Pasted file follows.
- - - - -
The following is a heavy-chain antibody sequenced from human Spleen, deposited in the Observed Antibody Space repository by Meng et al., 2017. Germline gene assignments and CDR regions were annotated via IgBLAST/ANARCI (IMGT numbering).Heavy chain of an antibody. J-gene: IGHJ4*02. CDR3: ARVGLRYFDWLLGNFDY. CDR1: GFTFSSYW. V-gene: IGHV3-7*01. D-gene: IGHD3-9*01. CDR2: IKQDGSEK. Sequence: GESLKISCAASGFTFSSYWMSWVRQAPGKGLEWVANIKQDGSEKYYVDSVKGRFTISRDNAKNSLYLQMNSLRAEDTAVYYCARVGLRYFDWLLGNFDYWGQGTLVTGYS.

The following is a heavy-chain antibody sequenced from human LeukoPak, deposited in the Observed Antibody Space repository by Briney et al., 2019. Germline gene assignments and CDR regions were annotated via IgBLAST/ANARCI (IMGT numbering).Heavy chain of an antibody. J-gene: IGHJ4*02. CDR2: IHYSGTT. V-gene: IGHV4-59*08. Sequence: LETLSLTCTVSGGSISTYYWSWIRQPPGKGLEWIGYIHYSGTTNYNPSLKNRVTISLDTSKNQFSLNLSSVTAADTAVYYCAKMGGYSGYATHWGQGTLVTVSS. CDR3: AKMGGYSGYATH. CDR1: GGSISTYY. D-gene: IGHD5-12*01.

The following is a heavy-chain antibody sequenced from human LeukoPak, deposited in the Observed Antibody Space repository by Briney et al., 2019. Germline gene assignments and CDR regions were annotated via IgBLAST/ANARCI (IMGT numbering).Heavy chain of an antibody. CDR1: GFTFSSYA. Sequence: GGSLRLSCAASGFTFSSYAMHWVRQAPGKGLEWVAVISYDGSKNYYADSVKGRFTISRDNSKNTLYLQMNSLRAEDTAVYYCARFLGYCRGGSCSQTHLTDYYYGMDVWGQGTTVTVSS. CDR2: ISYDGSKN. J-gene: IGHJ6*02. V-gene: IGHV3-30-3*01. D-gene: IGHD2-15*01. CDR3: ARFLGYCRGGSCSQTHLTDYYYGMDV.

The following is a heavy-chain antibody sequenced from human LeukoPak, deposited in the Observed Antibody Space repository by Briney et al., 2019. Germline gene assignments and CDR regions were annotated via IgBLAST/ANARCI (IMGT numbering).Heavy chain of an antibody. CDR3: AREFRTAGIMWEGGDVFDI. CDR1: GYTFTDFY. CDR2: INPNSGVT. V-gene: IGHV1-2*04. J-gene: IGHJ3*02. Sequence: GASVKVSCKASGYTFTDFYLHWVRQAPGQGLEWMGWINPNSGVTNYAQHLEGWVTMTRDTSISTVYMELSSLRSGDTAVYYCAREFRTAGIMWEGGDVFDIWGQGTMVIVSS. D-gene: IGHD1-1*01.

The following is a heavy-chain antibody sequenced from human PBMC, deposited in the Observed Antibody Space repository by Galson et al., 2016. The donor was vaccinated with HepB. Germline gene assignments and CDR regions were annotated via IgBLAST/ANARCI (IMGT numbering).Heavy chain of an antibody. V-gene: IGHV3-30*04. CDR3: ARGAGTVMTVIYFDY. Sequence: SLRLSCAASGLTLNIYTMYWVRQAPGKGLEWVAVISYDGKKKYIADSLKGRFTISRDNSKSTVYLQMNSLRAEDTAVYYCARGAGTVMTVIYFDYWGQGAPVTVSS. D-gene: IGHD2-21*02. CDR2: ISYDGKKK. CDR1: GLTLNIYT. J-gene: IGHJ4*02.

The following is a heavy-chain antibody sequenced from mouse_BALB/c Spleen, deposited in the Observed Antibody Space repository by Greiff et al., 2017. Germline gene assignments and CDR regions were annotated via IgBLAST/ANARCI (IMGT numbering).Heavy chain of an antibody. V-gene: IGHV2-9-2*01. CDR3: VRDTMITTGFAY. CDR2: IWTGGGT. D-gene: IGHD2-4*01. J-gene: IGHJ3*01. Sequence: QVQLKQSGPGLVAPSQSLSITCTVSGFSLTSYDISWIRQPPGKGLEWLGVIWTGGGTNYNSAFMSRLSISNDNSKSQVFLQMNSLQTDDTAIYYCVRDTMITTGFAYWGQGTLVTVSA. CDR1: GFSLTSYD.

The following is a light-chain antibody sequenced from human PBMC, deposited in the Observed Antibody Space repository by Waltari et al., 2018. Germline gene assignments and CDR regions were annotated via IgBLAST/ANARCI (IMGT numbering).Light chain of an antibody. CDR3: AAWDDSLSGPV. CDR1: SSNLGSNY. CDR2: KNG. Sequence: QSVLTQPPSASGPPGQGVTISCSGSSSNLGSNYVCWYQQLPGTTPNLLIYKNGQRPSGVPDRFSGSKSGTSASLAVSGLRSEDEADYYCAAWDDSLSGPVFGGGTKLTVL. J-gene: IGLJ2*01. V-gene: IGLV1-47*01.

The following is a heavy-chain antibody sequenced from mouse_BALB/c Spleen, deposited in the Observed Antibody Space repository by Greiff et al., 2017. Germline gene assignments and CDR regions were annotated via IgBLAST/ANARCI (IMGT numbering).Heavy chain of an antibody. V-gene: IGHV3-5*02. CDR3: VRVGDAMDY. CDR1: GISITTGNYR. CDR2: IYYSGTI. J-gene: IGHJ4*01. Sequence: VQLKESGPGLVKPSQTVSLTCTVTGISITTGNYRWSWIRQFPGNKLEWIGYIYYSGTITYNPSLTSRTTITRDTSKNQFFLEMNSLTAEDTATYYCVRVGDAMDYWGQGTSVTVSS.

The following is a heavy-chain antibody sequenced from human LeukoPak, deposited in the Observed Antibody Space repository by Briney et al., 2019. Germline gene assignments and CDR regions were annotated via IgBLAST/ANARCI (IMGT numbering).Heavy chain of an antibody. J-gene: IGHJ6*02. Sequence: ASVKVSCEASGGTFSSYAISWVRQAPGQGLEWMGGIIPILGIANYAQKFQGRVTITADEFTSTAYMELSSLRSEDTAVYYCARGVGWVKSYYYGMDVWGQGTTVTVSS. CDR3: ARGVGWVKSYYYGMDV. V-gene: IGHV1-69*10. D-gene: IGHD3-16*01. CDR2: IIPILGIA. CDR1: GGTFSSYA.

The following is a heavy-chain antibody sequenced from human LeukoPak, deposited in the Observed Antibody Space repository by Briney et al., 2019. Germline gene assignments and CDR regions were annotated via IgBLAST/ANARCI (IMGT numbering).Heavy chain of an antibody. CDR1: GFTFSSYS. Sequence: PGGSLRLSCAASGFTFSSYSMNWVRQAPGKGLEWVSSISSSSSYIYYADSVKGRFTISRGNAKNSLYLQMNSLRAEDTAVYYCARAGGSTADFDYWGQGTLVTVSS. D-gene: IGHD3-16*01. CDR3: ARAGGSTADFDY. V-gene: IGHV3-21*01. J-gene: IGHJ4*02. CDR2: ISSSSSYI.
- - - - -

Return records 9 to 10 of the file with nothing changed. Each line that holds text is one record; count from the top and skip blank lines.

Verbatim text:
The following is a heavy-chain antibody sequenced from human LeukoPak, deposited in the Observed Antibody Space repository by Briney et al., 2019. Germline gene assignments and CDR regions were annotated via IgBLAST/ANARCI (IMGT numbering).Heavy chain of an antibody. J-gene: IGHJ6*02. Sequence: ASVKVSCEASGGTFSSYAISWVRQAPGQGLEWMGGIIPILGIANYAQKFQGRVTITADEFTSTAYMELSSLRSEDTAVYYCARGVGWVKSYYYGMDVWGQGTTVTVSS. CDR3: ARGVGWVKSYYYGMDV. V-gene: IGHV1-69*10. D-gene: IGHD3-16*01. CDR2: IIPILGIA. CDR1: GGTFSSYA.

The following is a heavy-chain antibody sequenced from human LeukoPak, deposited in the Observed Antibody Space repository by Briney et al., 2019. Germline gene assignments and CDR regions were annotated via IgBLAST/ANARCI (IMGT numbering).Heavy chain of an antibody. CDR1: GFTFSSYS. Sequence: PGGSLRLSCAASGFTFSSYSMNWVRQAPGKGLEWVSSISSSSSYIYYADSVKGRFTISRGNAKNSLYLQMNSLRAEDTAVYYCARAGGSTADFDYWGQGTLVTVSS. D-gene: IGHD3-16*01. CDR3: ARAGGSTADFDY. V-gene: IGHV3-21*01. J-gene: IGHJ4*02. CDR2: ISSSSSYI.